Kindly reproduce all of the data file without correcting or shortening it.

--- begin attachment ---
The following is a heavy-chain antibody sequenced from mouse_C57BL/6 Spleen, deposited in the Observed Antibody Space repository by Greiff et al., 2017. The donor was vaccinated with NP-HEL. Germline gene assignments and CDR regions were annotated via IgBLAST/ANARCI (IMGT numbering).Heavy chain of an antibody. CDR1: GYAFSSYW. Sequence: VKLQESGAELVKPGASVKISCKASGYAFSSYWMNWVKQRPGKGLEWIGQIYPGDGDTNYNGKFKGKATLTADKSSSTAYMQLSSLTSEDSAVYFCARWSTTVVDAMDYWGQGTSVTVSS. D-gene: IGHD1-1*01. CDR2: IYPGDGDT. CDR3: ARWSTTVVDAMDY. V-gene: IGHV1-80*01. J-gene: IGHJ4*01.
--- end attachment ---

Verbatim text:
The following is a heavy-chain antibody sequenced from mouse_C57BL/6 Spleen, deposited in the Observed Antibody Space repository by Greiff et al., 2017. The donor was vaccinated with NP-HEL. Germline gene assignments and CDR regions were annotated via IgBLAST/ANARCI (IMGT numbering).Heavy chain of an antibody. CDR1: GYAFSSYW. Sequence: VKLQESGAELVKPGASVKISCKASGYAFSSYWMNWVKQRPGKGLEWIGQIYPGDGDTNYNGKFKGKATLTADKSSSTAYMQLSSLTSEDSAVYFCARWSTTVVDAMDYWGQGTSVTVSS. D-gene: IGHD1-1*01. CDR2: IYPGDGDT. CDR3: ARWSTTVVDAMDY. V-gene: IGHV1-80*01. J-gene: IGHJ4*01.